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The conditions at Johns’ segregated school were harsh, but not unusual. Due to overcrowding, some classes were held in three tar-paper shacks outside the main building. The rooms were poorly heated by potbellied stoves, and the roofs leaked. The school lacked a gymnasium, science labs, and a cafeteria. The textbooks were tattered relics from the white high school. Court documents later revealed that the school board spent slightly more than $300 per student at Moton, compared to nearly $1,700 per student at the county’s all-white high school.

“Barbara was upset about the state of our school, and we were all,” her younger sister, Joan Johns Cobbs, who was 12 at the time, told me. Nonetheless, she was unaware of any protest plans until her sister informed her. Still, she had no idea about the protest plans until her sister took the stage at her school on April 23, 1951. 

“I was in the third row, and I was so shocked that I slid down in my seat,” Cobbs, now 84, recalled. “I was scared. I knew there would be repercussions.”

Johns, along with a few other students, had enticed the principal away from campus with a false report of students causing trouble in town. Meanwhile, she circulated a note requesting that teachers remain in their classrooms and calling for a schoolwide assembly. The note was signed “BJ,” which was both Johns’ initials and the initials of the principal, Boyd Jones.

Black residents packed churches for community meetings in the days following the walkout, and Johns contacted the state chapter of the national civil rights organisation, the NAACP. However, the attorneys for the group stated that they were not interested in advocating for a new segregated school. They persuaded the Johns family and others to join them in a much larger battle: a federal lawsuit to end school segregation. “It felt like reaching for the Moon,” Johns wrote later.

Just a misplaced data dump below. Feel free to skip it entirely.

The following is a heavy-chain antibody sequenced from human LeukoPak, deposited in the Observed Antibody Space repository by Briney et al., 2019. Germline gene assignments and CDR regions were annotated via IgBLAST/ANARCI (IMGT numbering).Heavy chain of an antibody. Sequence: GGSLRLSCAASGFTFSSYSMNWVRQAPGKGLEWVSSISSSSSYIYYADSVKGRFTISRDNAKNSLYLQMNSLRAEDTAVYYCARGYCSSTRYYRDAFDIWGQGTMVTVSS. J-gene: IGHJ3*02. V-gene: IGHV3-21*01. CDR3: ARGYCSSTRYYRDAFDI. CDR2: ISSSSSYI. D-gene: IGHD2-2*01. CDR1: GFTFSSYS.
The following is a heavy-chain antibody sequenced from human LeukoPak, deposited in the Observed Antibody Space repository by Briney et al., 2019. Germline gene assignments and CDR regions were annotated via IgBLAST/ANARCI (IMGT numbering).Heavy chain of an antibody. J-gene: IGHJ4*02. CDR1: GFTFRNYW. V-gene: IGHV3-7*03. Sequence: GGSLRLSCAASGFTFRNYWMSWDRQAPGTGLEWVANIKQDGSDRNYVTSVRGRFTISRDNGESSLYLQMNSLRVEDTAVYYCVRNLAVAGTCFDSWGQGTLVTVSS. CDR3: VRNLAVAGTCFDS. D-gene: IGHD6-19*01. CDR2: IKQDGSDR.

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The Prince Edward County lawsuit was eventually merged with similar lawsuits from Delaware, South Carolina, Washington, DC, and Kansas. The federal filing was named Brown v Board of Education after the Brown family of Topeka, Kansas, because the cases were listed alphabetically.

Three years later, the United States Supreme Court issued a landmark decision prohibiting school segregation, ruling that the concept of “separate but equal” schools was inherently unequal.

The decision sent shockwaves throughout the country. But it was devastating in Prince Edward County. Instead of integrating, white leaders pushed for “massive resistance” against integration for five years before finally closing its schools in 1959.

“I couldn’t make any sense of it,” Dorothy Lockett Holcomb, a black student about to enter fourth grade at the time, recalled. “I enjoyed school. It was a harrowing experience.”

While many white students attended newly formed private schools with state funding, the county’s 1,800 black students were forced to scramble. Some parents sent their older children away to further their education. Holcomb enrolled in a hastily organised class with a handful of other black children in a church basement miles from her home.

Two years later, Holcomb’s family rented and pretended to live in a run-down shack in a neighbouring county, allowing her to attend classes and eventually graduate as salutatorian.

However, many children, both black and white, fell between the cracks. “My fourth-grade classmate never returned. She was never given the opportunity to further her education “Holcomb stated. The names of the thousands of students affected by the closure are listed in a searchable digital kiosk at the Moton Museum.